Someone from the local council came and did an assessment and told us what we needed to do to get compliant, mostly helped with the cost too.

            Best wishes

            Husband Albert diagnosed PMA Feb 21


              Hello Sally, a warm welcome to the forum. I really feel for you because it sounds as if your OT needs a bit of a talking to. How on earth are you expected to plan if you don’t know the art of the possible.

              The first thing I would say is please don’t rush into spending £1000’s.

              I think it would be really useful for you to make contact with your local MNDA branch. It should be possible for them to buddy you up with an Association Visitor ( AV ) who will be in a position to spend quality time listening to all your concerns and help prioritise the actions. They can also help with engaging the right people within your medical team and much much more.

              If you need any help with this please feel free to PM.

              Take Care..Phil


                Hi Sally I too think that the OT who came to your house needs further training. My OT told the Council plumber to site the loo with regard to an over the loo thing to be able to be used by me later on. She also looked at our bedroom and discussed the pros and cons of different hoists. I don’t need hoisting yet. She’s helpful in any future planning. Good luck with getting all needs sorted out, even if that’s a house move. Love Lynne x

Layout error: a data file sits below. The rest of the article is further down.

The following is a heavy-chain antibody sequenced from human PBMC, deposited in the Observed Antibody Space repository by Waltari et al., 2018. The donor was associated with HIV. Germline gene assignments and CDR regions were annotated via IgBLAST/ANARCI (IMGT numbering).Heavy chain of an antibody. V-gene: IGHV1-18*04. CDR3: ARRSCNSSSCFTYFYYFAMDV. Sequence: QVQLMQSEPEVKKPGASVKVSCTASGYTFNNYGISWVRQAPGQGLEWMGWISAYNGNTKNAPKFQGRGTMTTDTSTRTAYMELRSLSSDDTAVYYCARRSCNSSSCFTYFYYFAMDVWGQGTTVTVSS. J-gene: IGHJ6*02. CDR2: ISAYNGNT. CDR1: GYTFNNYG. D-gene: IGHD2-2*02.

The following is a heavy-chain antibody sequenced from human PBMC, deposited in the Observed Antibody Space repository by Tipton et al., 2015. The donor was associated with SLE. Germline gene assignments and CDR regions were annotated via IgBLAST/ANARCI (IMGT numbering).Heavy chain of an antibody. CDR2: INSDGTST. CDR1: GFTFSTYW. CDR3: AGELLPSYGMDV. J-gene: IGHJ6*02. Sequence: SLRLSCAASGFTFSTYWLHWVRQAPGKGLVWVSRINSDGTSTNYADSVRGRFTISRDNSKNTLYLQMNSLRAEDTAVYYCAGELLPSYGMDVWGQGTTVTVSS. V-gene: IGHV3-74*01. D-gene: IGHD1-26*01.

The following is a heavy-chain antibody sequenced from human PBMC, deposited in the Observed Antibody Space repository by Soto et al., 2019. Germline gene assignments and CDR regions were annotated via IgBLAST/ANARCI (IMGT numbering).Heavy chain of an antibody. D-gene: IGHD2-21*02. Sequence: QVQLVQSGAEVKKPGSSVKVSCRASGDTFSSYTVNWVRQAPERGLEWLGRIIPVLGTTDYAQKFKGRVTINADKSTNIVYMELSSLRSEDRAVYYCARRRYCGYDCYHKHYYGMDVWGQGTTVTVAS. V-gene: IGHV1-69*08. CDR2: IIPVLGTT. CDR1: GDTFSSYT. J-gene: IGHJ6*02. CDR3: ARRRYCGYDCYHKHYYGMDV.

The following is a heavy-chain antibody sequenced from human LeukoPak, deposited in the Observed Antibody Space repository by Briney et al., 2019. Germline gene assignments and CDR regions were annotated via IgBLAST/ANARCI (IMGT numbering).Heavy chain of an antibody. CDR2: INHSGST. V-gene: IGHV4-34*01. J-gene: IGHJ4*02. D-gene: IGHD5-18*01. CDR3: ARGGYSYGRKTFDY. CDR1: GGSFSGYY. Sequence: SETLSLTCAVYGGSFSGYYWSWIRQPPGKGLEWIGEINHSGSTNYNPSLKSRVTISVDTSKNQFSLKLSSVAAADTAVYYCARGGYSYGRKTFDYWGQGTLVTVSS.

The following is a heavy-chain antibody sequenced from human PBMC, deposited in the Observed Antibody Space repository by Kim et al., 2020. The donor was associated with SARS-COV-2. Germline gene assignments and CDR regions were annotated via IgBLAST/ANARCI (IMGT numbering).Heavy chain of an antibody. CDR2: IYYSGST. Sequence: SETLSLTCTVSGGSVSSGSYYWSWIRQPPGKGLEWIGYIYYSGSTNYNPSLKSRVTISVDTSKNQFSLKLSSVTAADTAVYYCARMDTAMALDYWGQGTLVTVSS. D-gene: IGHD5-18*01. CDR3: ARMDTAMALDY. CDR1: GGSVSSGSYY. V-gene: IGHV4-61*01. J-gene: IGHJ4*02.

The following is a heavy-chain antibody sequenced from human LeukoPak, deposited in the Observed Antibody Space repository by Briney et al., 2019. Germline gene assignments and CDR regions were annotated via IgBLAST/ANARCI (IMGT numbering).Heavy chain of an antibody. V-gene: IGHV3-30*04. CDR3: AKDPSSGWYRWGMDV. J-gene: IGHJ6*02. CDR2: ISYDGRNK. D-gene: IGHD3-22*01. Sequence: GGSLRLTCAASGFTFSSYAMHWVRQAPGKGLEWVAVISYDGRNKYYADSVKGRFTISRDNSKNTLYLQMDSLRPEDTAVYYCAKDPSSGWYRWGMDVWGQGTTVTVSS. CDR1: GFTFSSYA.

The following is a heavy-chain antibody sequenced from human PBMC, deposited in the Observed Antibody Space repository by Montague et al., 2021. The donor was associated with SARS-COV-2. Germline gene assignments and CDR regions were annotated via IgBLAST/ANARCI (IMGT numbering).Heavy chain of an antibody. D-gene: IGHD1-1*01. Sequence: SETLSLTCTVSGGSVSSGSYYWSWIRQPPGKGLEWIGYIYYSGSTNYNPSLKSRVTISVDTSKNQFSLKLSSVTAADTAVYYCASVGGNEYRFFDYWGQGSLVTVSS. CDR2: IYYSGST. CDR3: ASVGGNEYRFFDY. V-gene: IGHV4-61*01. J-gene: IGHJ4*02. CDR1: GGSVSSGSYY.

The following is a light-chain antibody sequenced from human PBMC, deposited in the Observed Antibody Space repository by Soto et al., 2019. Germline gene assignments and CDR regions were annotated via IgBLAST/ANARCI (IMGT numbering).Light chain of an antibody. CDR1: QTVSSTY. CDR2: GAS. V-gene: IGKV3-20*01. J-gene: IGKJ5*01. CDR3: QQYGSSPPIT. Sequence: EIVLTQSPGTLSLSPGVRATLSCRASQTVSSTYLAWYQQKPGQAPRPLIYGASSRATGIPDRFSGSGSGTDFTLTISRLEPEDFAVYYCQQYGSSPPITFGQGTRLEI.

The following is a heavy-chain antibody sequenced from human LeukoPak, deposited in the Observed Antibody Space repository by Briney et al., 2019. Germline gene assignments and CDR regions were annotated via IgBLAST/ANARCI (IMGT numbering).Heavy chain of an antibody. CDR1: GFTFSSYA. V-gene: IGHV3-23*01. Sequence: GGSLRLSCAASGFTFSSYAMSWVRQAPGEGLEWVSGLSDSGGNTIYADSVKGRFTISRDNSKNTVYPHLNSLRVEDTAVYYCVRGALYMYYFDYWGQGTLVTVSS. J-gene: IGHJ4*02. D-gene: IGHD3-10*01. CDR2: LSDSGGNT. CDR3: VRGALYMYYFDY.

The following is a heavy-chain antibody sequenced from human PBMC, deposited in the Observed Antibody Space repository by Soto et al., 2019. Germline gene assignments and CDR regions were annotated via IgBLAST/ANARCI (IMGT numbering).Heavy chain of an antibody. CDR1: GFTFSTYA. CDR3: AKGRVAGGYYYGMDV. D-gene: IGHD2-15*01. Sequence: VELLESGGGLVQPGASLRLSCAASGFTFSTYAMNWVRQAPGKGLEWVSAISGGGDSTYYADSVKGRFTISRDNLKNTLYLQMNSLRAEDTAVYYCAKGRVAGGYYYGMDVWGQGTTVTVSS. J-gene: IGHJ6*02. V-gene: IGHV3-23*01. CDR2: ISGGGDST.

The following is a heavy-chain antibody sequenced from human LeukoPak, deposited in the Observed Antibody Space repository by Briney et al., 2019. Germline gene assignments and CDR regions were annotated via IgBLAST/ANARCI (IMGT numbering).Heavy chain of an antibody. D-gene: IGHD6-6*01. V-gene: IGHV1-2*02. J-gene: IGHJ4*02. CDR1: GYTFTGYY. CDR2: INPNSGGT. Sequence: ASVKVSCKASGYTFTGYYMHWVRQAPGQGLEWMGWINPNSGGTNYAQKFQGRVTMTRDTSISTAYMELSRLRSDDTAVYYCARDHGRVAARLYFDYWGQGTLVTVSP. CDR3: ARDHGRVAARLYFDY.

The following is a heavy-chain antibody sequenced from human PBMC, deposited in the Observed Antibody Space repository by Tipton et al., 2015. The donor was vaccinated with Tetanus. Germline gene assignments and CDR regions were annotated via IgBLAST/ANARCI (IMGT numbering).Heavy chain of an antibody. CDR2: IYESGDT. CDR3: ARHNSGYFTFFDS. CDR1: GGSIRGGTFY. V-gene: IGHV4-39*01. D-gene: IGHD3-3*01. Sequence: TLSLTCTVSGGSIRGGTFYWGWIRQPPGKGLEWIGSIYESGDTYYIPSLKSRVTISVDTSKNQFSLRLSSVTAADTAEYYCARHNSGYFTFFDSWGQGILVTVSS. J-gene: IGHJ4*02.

ALS diagnosed November 2017, limb onset. For the 4 yrs previously I was losing my balance.

                I'm staying positive and taking each day as it comes.


                  Hi again, having found so much useful info and support on this forum I thought I would take my opportunity to give some feedback, positive at that.

                  Firstly the critical illness post that I asked about. Paul (son in law) didnt exactly match the criteria as although he does have paralysis in two limbs -
                  (part of the criteria as MND not on his ancient policy) it also says 'unable to take on ANY work situ) and he is still working , although this is getting increasingly harder. Well, having had several conversations with the special disabilities section of Aviva - they had a meeting and having got the DS1500 from the Royal National which was sent to them (I got that info about the ds1500 here ) they made a special exception to pay him out !!! Also, he has a £60,.000 private pension, but thats all, no work pension etc - and during my 'research' found out that if you have the DS1500 you can take out the whole of your pension without paying the 40% tax on 75% of it, which is the norm. It has to be paid out and referred to DWP as 'serious illness payout' this will enable them to pay off the mortgage which has been so stressful for them. I also wrote to the Mortgage company and they have agreed to enable the payment outside the five year fixed plan without penalty (again in these circumstances with the DS1500). Hope as a general post some of this will be helpful at least some of it. I'll be back!!! thanks everyone